- West High School
Career-Technical Education Helps Students Discover Path to Success
March 6, 2023 -- National Career-Technical Education (CTE) Month has ended, but that doesn’t mean students should stop exploring CTE as a future educational option.
“[CTE] is important because it gives students the ability to learn and use technical skills,” said Career-Technical Education Director Jennifer Meade. “Students that are enrolled in CTE programs have opportunities to practice technical skills in work-based learning experiences and extracurricular Career Technical Student Organizations.”
Columbus City Schools offers 40 career pathway programs for junior and senior high school students. CTE students attend their home school, then their chosen CTE school program for the other half of the day.
“We all come from different places,” said 12th-grade Culinary student Michael Damian. “The majority of the kids in my class don’t come from the same home school, but the connection that we get, we’re like family.”
Over 50 percent of Ohio CTE students attend college to enhance their career choice. By allowing CTE students to earn up to 14 college credits, CTE provides students with an edge if they are interested in enrolling at a college or university.
“A common misconception regarding CTE is that students take classes and enter the workforce after graduation,” Meade said. “Many industry credentials and CTE courses lead to college credit, and students can either enter the workforce or continue their career pathway through coursework in college. The joy of CTE is that students learn technical skills and can choose the path after graduation that is best for them.”
Students usually decide if CTE intrigues them during the fall of their tenth-grade year. That is when they tour Fort Hayes Career Center and Columbus Downtown High School to see what careers spark their interest.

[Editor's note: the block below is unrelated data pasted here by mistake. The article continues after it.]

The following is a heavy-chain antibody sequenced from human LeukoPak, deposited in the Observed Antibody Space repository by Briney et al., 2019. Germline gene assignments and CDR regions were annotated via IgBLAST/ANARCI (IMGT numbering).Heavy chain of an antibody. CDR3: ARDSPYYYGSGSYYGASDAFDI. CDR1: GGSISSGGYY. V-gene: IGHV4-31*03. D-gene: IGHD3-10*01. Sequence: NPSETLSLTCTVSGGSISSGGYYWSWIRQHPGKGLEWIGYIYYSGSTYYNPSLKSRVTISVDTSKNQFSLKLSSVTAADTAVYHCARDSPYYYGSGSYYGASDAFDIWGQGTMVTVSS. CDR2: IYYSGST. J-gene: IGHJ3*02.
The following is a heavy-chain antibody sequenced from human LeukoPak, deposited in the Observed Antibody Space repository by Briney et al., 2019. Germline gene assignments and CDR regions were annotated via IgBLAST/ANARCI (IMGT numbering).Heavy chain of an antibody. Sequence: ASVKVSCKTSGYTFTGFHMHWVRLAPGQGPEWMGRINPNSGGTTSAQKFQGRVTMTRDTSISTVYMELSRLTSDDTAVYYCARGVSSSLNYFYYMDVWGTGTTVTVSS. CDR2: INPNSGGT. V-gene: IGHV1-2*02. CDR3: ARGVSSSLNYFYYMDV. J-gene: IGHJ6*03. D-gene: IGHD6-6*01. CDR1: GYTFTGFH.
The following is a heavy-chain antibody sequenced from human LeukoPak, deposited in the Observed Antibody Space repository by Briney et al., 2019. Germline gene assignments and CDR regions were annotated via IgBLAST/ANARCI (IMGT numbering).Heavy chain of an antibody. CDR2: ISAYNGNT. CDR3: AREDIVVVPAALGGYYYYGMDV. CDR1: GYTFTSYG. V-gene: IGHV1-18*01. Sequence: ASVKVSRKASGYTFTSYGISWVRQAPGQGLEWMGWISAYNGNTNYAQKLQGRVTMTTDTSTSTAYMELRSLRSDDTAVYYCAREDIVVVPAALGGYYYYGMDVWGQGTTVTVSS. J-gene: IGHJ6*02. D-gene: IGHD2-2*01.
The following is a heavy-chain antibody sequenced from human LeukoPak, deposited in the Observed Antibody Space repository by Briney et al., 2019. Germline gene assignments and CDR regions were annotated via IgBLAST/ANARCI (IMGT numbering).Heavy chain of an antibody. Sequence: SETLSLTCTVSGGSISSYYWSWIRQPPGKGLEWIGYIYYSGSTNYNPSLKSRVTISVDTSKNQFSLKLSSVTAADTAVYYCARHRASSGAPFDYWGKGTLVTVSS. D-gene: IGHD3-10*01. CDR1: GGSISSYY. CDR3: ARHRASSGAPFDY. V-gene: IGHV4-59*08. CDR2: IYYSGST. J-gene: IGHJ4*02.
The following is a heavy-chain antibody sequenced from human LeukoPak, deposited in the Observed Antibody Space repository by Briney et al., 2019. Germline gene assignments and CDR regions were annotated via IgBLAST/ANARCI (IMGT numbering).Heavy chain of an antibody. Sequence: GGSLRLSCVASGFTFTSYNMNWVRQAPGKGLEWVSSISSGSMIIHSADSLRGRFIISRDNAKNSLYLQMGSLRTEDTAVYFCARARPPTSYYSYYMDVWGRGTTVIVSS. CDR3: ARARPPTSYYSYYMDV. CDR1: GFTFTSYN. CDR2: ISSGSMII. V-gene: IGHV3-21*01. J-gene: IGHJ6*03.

“I don’t know what I want to do after high school or if I want to go to college,” said 11th-grade Cosmetology student Mary Likely. “I’ve been doing hair for so long and enjoy it. I come to school and have a 3-hour block of doing something that I actually like and want to do. Kids like me don’t know what we want to do after high school, but I will hopefully have my cosmetology license so I can work right after high school - if I want.”
To help spread awareness of CTE month, Interim Superintendent of Public Instruction Dr. Stephanie Siddens and CCS Interim Superintendent Dr. Angela Chapman chatted with students. They discussed the CTE program and what it means to the students involved in it.
“I would love to own a food truck and be able to run it with all the different cultures that come with my family,” Damian said. “You can take whatever you learn from here and use it throughout your life, and you don’t even have to become a chef.”
Sophomore students who want to learn more about CCS's CTE programs can follow this link.